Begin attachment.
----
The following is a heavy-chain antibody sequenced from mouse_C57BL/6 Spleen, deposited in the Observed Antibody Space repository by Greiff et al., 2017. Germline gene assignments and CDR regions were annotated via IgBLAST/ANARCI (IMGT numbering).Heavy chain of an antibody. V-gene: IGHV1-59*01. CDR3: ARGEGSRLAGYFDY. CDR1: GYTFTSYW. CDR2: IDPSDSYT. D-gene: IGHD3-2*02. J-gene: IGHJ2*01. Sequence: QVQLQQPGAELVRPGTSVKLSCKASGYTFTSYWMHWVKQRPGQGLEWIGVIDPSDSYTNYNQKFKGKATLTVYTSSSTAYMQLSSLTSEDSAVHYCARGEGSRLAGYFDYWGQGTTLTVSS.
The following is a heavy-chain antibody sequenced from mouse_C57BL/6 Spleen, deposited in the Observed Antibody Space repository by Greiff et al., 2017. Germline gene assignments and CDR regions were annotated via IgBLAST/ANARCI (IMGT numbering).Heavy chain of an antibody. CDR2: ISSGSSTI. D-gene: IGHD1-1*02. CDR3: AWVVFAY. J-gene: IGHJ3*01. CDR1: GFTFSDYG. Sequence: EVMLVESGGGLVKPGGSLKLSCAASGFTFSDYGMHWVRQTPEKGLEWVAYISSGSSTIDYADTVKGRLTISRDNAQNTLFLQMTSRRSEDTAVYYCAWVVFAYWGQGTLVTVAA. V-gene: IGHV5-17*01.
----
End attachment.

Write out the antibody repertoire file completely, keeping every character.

The following is a heavy-chain antibody sequenced from mouse_C57BL/6 Spleen, deposited in the Observed Antibody Space repository by Greiff et al., 2017. Germline gene assignments and CDR regions were annotated via IgBLAST/ANARCI (IMGT numbering).Heavy chain of an antibody. V-gene: IGHV1-59*01. CDR3: ARGEGSRLAGYFDY. CDR1: GYTFTSYW. CDR2: IDPSDSYT. D-gene: IGHD3-2*02. J-gene: IGHJ2*01. Sequence: QVQLQQPGAELVRPGTSVKLSCKASGYTFTSYWMHWVKQRPGQGLEWIGVIDPSDSYTNYNQKFKGKATLTVYTSSSTAYMQLSSLTSEDSAVHYCARGEGSRLAGYFDYWGQGTTLTVSS.
The following is a heavy-chain antibody sequenced from mouse_C57BL/6 Spleen, deposited in the Observed Antibody Space repository by Greiff et al., 2017. Germline gene assignments and CDR regions were annotated via IgBLAST/ANARCI (IMGT numbering).Heavy chain of an antibody. CDR2: ISSGSSTI. D-gene: IGHD1-1*02. CDR3: AWVVFAY. J-gene: IGHJ3*01. CDR1: GFTFSDYG. Sequence: EVMLVESGGGLVKPGGSLKLSCAASGFTFSDYGMHWVRQTPEKGLEWVAYISSGSSTIDYADTVKGRLTISRDNAQNTLFLQMTSRRSEDTAVYYCAWVVFAYWGQGTLVTVAA. V-gene: IGHV5-17*01.